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over 4 years ago | Interviews


Four years ago, current Middlesex Disabilty captain Luke Stoner-Lewis was putting his future side to the sword. Then aged just 15 years old, he was playing for his native Kent in the D40 Development League, and, having seen his team’s attack plundered, decided to have some fun of his own.

“They got 340-odd, a couple of guys hit a hundred and one of their guys got 130 or 140. And we thought, we might as well just go out and just give it a go, see what we can do. I opened the batting and was not out at the end, 199.”

As it transpired Kent fell to a heavy defeat, the rest of his teammates contributing just 58 runs between them, and Middlesex won promotion to the top tier, the D40 National League, but his knock would have a greater effect, catching the eye of Middlesex head coach Michael Wilson. “Even I was sitting on the sideline, even though he was against my team, thinking, ‘Oh please let him get it!’ He would have been the first batsman in disability cricket to get a double hundred.”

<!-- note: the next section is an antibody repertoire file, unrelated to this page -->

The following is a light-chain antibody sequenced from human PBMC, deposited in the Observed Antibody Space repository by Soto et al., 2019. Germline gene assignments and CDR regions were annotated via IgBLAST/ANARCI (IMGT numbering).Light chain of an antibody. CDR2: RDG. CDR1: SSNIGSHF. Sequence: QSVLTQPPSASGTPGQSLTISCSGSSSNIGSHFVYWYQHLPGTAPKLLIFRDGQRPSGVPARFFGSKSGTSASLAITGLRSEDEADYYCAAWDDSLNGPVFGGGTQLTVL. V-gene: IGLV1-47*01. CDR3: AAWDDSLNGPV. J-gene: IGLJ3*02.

Two years later, when Stoner-Lewis was looking for a move away from Kent (in cricketing terms only, he still lives in his hometown of Ashford), he got in touch with Wilson. “I just wanted a higher level of cricket, and more of a challenge. I was part of the England disability setup then, and everyone else was playing National League. It was just me and someone else playing in the Development League, and we thought we needed to go somewhere where we’re going to be able to play against higher level players. And I knew Michael anyway, so through that we thought Middlesex was the best option for me.”

After just one season with Middlesex, the opening batsman was entrusted with the captaincy for his adoptive county, a role he had performed previously for both his native county, and Mersham CC, the club side he plays for. This season, under his leadership, Middlesex find themselves joint-top of the table, with both them and Surrey on 66 points halfway into their six-game campaigns. The mood at the team’s base at Chiswick has rarely been higher. A lot has changed in seven years.